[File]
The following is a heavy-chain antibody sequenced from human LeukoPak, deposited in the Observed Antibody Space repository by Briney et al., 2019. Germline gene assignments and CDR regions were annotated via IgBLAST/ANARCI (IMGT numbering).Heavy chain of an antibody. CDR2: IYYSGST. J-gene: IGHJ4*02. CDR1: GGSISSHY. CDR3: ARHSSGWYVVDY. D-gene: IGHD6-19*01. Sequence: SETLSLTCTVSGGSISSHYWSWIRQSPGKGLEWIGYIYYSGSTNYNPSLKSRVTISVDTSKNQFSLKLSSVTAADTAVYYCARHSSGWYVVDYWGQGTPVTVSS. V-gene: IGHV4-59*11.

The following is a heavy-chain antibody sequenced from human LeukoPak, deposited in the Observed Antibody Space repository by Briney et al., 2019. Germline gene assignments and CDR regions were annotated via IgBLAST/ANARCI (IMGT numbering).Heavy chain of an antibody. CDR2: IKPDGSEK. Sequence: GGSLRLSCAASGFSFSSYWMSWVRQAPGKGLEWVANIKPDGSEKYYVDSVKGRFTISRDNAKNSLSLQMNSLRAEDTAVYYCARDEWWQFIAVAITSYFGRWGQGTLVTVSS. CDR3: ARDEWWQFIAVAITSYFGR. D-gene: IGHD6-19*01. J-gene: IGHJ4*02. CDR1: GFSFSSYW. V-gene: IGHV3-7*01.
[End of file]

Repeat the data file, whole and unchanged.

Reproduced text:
The following is a heavy-chain antibody sequenced from human LeukoPak, deposited in the Observed Antibody Space repository by Briney et al., 2019. Germline gene assignments and CDR regions were annotated via IgBLAST/ANARCI (IMGT numbering).Heavy chain of an antibody. CDR2: IYYSGST. J-gene: IGHJ4*02. CDR1: GGSISSHY. CDR3: ARHSSGWYVVDY. D-gene: IGHD6-19*01. Sequence: SETLSLTCTVSGGSISSHYWSWIRQSPGKGLEWIGYIYYSGSTNYNPSLKSRVTISVDTSKNQFSLKLSSVTAADTAVYYCARHSSGWYVVDYWGQGTPVTVSS. V-gene: IGHV4-59*11.

The following is a heavy-chain antibody sequenced from human LeukoPak, deposited in the Observed Antibody Space repository by Briney et al., 2019. Germline gene assignments and CDR regions were annotated via IgBLAST/ANARCI (IMGT numbering).Heavy chain of an antibody. CDR2: IKPDGSEK. Sequence: GGSLRLSCAASGFSFSSYWMSWVRQAPGKGLEWVANIKPDGSEKYYVDSVKGRFTISRDNAKNSLSLQMNSLRAEDTAVYYCARDEWWQFIAVAITSYFGRWGQGTLVTVSS. CDR3: ARDEWWQFIAVAITSYFGR. D-gene: IGHD6-19*01. J-gene: IGHJ4*02. CDR1: GFSFSSYW. V-gene: IGHV3-7*01.